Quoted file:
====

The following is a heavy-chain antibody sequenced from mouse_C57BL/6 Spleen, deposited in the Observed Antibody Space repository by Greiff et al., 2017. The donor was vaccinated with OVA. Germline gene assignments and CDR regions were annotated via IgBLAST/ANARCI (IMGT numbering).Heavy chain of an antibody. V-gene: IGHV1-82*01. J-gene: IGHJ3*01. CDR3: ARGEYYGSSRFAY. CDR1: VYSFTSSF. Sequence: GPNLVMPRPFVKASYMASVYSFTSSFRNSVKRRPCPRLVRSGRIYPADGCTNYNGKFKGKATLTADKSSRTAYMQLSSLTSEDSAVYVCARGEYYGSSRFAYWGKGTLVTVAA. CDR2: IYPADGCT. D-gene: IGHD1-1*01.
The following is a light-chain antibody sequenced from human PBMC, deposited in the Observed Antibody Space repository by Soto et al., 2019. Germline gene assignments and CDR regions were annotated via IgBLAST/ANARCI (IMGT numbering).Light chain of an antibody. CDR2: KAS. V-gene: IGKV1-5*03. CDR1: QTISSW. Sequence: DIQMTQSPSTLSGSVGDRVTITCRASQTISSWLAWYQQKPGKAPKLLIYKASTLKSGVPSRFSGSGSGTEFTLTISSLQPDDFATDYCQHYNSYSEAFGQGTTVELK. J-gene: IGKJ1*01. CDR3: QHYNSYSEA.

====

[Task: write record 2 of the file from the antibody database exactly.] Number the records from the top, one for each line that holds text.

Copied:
The following is a light-chain antibody sequenced from human PBMC, deposited in the Observed Antibody Space repository by Soto et al., 2019. Germline gene assignments and CDR regions were annotated via IgBLAST/ANARCI (IMGT numbering).Light chain of an antibody. CDR2: KAS. V-gene: IGKV1-5*03. CDR1: QTISSW. Sequence: DIQMTQSPSTLSGSVGDRVTITCRASQTISSWLAWYQQKPGKAPKLLIYKASTLKSGVPSRFSGSGSGTEFTLTISSLQPDDFATDYCQHYNSYSEAFGQGTTVELK. J-gene: IGKJ1*01. CDR3: QHYNSYSEA.